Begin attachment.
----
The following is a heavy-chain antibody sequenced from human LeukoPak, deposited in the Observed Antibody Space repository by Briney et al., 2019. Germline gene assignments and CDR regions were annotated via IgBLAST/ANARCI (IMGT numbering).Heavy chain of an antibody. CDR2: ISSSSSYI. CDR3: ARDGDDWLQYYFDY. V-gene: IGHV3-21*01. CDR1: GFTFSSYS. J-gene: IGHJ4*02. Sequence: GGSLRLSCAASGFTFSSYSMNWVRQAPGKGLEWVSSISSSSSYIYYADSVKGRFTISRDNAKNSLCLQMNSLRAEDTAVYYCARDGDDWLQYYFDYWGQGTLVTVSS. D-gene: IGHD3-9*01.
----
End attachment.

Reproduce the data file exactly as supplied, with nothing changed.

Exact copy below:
The following is a heavy-chain antibody sequenced from human LeukoPak, deposited in the Observed Antibody Space repository by Briney et al., 2019. Germline gene assignments and CDR regions were annotated via IgBLAST/ANARCI (IMGT numbering).Heavy chain of an antibody. CDR2: ISSSSSYI. CDR3: ARDGDDWLQYYFDY. V-gene: IGHV3-21*01. CDR1: GFTFSSYS. J-gene: IGHJ4*02. Sequence: GGSLRLSCAASGFTFSSYSMNWVRQAPGKGLEWVSSISSSSSYIYYADSVKGRFTISRDNAKNSLCLQMNSLRAEDTAVYYCARDGDDWLQYYFDYWGQGTLVTVSS. D-gene: IGHD3-9*01.